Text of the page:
Five weeks ago Laurie and Robert Hickerson realized the American dream, but it cost them so dearly that they now can't afford anything to put in it.

The spacious living room of their brand new $73,000 brick rambler is furnished with one solitary orange chair. The kitchen contains a table, two $3 chairs, and a microwave oven. The recreation room has a sofa, a chair, and a stereo. One bedroom is used to store boxes.

The Hickersons are among a growing number of Americans who are house poor.

Hickerson, 32, has started working six days a week, 10 to 12 hours a day in his jobs as a telephone repairman to meet his $566 monthly mortgage payments. Mrs. Hickerson, married five weeks, will hang on to her job as a secretary of the Department of Agriculture.

"It hurts to think you have to pay $73,000 for a house," said Mr. Hickerson, whose combined income with his wife last year was $32,000. [WORDS ILLEGIBLE] I probably shouldn't have. I'm plaguing myself with yard work and expenses.

"But I said to myself, [WORD ILLEGIBLE] to cost in a few years? I might not be able to afford it later.

"We could have [WORD ILLEGIBLE] hog in the [WORD ILLEGIBLE] invested in [WORD ILLEGIBLE] "But that's not the thing to do. It's the guy who sits back: who [WORD ILLEGIBLE] take any risk . . . "When he's 34 years-old, he will still be in an apartment or a small house."

So the Hickersons bought their three-bedroom rambler in the Kings Park West subdivision of Fairfax County on May 23, five days before they were married.

Washington area real estate salesmen say the Hickersons are typical of the increasing numbered of young couples who buy expensive houses, saddle themselves with large monthly payments, and find themselves unable to afford much else.

For some of them this means forgoing not only furniture, but weekend trips, movie or theatre tickets a and even children. The phenomenon is known as being house poor.

Sale prices of new homes have increased twice as fast as family incomes, according to a recent national study. And the price for a modest house in the 1980s is expected to escalate beyond $78,000. A majority of middle-class Americans, the study says, will face being shut out of the housing ownership market.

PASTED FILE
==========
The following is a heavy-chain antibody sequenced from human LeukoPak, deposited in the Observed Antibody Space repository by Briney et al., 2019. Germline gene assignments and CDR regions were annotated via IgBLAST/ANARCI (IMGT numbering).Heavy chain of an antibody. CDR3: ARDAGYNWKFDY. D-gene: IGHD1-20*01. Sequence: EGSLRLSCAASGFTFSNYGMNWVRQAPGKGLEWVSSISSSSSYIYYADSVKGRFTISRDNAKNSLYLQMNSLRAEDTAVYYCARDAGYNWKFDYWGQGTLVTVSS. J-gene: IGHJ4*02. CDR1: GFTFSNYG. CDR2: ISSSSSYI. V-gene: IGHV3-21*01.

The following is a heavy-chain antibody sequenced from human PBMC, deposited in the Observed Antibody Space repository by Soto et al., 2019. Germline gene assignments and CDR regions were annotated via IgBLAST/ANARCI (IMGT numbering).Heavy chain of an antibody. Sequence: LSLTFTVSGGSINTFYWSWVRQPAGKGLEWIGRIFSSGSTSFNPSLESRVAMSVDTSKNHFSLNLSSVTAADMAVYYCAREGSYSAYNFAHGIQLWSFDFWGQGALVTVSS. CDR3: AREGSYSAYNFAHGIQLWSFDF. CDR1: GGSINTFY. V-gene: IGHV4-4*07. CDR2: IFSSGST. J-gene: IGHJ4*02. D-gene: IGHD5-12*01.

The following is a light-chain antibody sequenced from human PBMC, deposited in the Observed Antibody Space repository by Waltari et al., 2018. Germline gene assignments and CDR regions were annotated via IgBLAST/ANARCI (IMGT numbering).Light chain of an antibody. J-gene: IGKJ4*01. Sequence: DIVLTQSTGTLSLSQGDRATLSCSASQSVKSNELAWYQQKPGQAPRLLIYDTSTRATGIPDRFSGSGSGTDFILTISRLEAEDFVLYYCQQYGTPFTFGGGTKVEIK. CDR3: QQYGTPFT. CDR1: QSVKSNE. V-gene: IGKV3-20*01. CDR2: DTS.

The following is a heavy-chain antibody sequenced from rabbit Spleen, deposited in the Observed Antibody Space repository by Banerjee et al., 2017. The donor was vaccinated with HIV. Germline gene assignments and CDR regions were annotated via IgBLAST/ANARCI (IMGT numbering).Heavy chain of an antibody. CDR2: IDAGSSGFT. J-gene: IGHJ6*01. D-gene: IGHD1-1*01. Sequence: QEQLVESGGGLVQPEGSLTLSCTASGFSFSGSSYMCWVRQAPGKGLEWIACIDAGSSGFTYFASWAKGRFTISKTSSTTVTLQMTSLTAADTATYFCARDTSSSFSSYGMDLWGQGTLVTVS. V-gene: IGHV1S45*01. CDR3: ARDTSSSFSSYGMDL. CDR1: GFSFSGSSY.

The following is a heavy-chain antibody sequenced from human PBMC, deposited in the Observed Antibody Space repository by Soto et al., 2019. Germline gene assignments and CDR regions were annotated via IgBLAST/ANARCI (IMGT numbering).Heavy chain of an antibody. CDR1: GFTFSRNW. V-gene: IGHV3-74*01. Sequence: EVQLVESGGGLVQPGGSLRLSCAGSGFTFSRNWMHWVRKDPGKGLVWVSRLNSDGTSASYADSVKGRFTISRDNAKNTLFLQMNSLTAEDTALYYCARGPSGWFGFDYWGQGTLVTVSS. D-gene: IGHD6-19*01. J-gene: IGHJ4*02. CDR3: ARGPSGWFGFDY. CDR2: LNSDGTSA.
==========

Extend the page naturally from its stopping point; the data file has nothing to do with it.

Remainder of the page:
Housing costs have increased phenomenally in the Washington area in recent years. In the 60s, and increase of 5 per cent a year in value was typical. But in the past year or so housing valuues have appreciated on the average, from 10 to 15 per cent each year in the more popular suburbs, according to real estate studies.

U.S. families are now paying 35 per cent or more of their monthly salary for housing costs, rather than the commonly accepted measure of 25 per cent according to a recently released national study.

The typical new home in the Washington area now sells for $58,000 and the average older home for $86,900.

Translated into the realities of monthly payments this means that to buy an average new home a family generally must have $5,800 in cash for a 10 per cent down payment, and make payments of $429.10 a month plus about $100 in taxes and insurance in most jurisdictions.

Ronald D. DeLisi, a real estate salesman in Montgomery Village, said that several years ago, when the town houses there were selling for about $30,000, his customers were young couples with a new baby.

Today, he said, the babies have all but disappeared. "Those same town houses that used to cost $30,000 now sell well into the 50s and 60s, and most of our buyers are couples with two incomes and no children."

Hickerson said that four years ago, he saw the exact model of his $73,000 home "same builder and everything," he said) selling for $48,000.

He said this spring when he and Laurie looked at the house in a subdivision near Braddock Road, he was shocked at the price. "I decided we've better do it (buy) now." For $73,000 the Hickersons got a three-bedroom ranch-style home with a bay window in the kitchen - an attractive feature for the couple. "I like to be able to sit in the kitchen and still see what's going on out front," Hickerson said.

The basement has a wall-to-wall antique brick raised-hearth fireplace at one end of the recreation room with sliding glass doors that open onto a small patio.

The basement has enough space for a dark room, a Ping-Pong table and a pool table - these are some of Hickerson's interest that he can't afford right now.

Ann Delahanty of McLean, who sells home throughout Northern Virginia, said her real estate agents have found that 80 per cent of the prospective home buyers they serve invest in more expensive homes than they thought they could afford when they began looking.

Some of these home buyers find that any undue financial burden such as a child's injury that requires hospitalization, is almost unbearable.

They fear losing their jobs as in the case of Steve Vasquez of Springfield, who recently lost his job as a hotel manager.

"Between unemployment (checks) and a few savings, we're barely scratching (by)," said Vasquez, whose income was the sole support for his $56,000 house.Vasquez has been working odd jobs to meet his monthly mortgage payments.

But, regardless of the escalating costs of houses, people are still investing in homes. More new homes are under construction this year than last.

"The American dream of everybody owning their home is alive and well," said an area realtor.

As Hickerson said, "You feel free and loose . . . You're in own little castle. It's cool. You can run around the basement saying this is mine."